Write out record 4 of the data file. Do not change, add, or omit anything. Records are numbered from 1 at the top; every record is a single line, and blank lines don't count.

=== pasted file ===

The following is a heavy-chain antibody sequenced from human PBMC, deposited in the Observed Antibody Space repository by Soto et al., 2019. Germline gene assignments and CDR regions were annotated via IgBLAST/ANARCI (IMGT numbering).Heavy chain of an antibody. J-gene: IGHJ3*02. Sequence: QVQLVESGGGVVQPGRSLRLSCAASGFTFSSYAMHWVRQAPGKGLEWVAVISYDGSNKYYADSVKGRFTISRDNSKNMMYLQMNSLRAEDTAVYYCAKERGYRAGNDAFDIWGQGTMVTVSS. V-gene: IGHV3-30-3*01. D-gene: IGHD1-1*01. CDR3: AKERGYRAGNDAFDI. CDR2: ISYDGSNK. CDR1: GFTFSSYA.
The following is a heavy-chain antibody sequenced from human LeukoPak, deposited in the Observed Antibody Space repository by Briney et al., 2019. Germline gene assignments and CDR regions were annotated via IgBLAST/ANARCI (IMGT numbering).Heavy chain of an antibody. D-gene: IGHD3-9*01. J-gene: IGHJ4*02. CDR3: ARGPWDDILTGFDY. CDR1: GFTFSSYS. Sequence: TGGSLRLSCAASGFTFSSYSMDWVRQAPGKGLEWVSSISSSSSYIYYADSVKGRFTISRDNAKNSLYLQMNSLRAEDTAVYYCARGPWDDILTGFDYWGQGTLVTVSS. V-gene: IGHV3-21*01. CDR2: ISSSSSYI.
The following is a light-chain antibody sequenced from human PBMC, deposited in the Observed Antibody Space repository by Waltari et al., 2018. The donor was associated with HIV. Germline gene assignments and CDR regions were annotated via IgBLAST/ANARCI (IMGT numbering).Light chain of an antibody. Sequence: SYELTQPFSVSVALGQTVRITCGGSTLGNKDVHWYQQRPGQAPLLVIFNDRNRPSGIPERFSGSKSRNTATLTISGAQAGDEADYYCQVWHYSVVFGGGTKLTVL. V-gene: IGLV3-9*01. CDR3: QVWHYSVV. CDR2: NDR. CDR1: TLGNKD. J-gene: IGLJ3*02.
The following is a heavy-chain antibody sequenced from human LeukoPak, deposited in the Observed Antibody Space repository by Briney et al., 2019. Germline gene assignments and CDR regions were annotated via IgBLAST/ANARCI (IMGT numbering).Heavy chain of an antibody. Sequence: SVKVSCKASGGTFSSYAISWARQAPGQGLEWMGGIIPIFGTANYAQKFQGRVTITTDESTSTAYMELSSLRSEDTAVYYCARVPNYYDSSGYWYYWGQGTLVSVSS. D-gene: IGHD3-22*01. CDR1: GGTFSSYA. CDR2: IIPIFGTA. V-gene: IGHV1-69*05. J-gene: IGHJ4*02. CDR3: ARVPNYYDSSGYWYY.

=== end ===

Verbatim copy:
The following is a heavy-chain antibody sequenced from human LeukoPak, deposited in the Observed Antibody Space repository by Briney et al., 2019. Germline gene assignments and CDR regions were annotated via IgBLAST/ANARCI (IMGT numbering).Heavy chain of an antibody. Sequence: SVKVSCKASGGTFSSYAISWARQAPGQGLEWMGGIIPIFGTANYAQKFQGRVTITTDESTSTAYMELSSLRSEDTAVYYCARVPNYYDSSGYWYYWGQGTLVSVSS. D-gene: IGHD3-22*01. CDR1: GGTFSSYA. CDR2: IIPIFGTA. V-gene: IGHV1-69*05. J-gene: IGHJ4*02. CDR3: ARVPNYYDSSGYWYY.